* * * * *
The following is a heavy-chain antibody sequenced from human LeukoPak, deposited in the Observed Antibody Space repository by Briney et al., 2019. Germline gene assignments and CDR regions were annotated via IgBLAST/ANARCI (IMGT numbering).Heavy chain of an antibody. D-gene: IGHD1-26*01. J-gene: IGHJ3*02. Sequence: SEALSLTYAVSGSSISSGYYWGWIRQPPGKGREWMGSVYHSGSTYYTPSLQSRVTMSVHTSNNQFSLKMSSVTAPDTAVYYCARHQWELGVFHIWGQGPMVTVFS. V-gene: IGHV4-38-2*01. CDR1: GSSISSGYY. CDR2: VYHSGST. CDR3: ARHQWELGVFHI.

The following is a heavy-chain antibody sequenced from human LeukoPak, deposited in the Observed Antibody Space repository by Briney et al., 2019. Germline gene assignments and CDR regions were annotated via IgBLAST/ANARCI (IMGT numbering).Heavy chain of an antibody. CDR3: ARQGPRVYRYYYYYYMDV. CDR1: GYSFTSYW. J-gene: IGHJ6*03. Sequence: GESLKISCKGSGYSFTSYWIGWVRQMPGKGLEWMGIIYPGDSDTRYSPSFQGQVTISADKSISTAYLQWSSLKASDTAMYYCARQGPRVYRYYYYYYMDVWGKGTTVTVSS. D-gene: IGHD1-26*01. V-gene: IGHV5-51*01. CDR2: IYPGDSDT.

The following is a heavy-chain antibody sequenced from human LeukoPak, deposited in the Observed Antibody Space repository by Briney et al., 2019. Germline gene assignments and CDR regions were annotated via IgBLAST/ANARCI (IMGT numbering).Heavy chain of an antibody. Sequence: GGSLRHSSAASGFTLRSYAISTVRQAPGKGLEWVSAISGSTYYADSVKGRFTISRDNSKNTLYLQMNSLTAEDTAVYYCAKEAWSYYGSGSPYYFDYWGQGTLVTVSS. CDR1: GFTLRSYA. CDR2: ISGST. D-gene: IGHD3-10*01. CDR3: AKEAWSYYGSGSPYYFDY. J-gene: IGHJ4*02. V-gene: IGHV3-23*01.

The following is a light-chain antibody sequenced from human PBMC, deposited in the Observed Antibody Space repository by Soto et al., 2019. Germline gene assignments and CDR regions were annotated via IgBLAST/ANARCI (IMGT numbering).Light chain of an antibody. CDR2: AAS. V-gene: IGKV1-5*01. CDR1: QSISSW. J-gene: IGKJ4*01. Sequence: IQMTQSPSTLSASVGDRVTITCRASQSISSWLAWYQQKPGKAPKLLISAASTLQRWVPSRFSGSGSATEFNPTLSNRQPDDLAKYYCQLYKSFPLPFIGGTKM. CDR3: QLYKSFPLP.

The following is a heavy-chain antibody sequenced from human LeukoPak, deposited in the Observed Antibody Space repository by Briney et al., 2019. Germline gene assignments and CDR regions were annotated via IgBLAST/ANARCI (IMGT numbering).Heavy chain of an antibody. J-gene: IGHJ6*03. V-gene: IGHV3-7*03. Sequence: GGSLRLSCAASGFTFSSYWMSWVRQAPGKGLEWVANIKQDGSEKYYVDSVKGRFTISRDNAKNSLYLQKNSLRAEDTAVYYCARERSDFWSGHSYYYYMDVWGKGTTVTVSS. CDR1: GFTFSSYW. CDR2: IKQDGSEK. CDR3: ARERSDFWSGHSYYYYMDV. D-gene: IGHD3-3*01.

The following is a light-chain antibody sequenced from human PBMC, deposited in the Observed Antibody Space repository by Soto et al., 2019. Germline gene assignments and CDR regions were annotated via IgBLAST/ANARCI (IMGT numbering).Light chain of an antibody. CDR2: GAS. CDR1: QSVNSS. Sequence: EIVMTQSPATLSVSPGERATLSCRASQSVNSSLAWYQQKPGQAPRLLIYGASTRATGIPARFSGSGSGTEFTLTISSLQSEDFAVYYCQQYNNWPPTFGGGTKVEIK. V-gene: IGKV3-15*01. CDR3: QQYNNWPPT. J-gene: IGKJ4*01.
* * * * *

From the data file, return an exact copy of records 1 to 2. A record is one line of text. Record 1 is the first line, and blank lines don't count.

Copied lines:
The following is a heavy-chain antibody sequenced from human LeukoPak, deposited in the Observed Antibody Space repository by Briney et al., 2019. Germline gene assignments and CDR regions were annotated via IgBLAST/ANARCI (IMGT numbering).Heavy chain of an antibody. D-gene: IGHD1-26*01. J-gene: IGHJ3*02. Sequence: SEALSLTYAVSGSSISSGYYWGWIRQPPGKGREWMGSVYHSGSTYYTPSLQSRVTMSVHTSNNQFSLKMSSVTAPDTAVYYCARHQWELGVFHIWGQGPMVTVFS. V-gene: IGHV4-38-2*01. CDR1: GSSISSGYY. CDR2: VYHSGST. CDR3: ARHQWELGVFHI.

The following is a heavy-chain antibody sequenced from human LeukoPak, deposited in the Observed Antibody Space repository by Briney et al., 2019. Germline gene assignments and CDR regions were annotated via IgBLAST/ANARCI (IMGT numbering).Heavy chain of an antibody. CDR3: ARQGPRVYRYYYYYYMDV. CDR1: GYSFTSYW. J-gene: IGHJ6*03. Sequence: GESLKISCKGSGYSFTSYWIGWVRQMPGKGLEWMGIIYPGDSDTRYSPSFQGQVTISADKSISTAYLQWSSLKASDTAMYYCARQGPRVYRYYYYYYMDVWGKGTTVTVSS. D-gene: IGHD1-26*01. V-gene: IGHV5-51*01. CDR2: IYPGDSDT.